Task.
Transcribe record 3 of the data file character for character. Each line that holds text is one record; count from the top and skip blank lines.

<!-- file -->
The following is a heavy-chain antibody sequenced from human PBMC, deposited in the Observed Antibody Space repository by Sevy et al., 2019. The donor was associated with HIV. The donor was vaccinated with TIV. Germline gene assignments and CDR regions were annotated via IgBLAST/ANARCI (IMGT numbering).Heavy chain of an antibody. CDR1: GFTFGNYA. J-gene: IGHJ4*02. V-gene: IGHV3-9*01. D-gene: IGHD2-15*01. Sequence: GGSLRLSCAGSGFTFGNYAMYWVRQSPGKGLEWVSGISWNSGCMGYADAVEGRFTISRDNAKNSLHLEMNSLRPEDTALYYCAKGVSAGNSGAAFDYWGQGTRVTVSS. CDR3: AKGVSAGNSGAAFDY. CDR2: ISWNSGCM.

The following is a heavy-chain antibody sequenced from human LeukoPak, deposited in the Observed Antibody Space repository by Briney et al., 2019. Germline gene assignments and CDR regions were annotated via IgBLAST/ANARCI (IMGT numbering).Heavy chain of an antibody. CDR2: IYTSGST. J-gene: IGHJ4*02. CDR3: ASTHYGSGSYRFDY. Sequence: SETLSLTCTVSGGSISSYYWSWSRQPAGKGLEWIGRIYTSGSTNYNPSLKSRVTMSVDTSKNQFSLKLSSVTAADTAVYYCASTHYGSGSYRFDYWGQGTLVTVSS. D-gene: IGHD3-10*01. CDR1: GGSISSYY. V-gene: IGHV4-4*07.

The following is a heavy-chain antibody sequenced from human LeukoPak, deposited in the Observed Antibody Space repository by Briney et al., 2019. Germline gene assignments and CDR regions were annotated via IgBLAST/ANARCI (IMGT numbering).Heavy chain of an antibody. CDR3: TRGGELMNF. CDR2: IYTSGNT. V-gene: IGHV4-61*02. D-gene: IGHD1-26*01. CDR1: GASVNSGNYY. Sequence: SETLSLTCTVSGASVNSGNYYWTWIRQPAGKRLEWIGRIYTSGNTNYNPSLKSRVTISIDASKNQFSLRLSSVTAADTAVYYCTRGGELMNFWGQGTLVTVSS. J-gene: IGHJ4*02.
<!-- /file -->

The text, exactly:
The following is a heavy-chain antibody sequenced from human LeukoPak, deposited in the Observed Antibody Space repository by Briney et al., 2019. Germline gene assignments and CDR regions were annotated via IgBLAST/ANARCI (IMGT numbering).Heavy chain of an antibody. CDR3: TRGGELMNF. CDR2: IYTSGNT. V-gene: IGHV4-61*02. D-gene: IGHD1-26*01. CDR1: GASVNSGNYY. Sequence: SETLSLTCTVSGASVNSGNYYWTWIRQPAGKRLEWIGRIYTSGNTNYNPSLKSRVTISIDASKNQFSLRLSSVTAADTAVYYCTRGGELMNFWGQGTLVTVSS. J-gene: IGHJ4*02.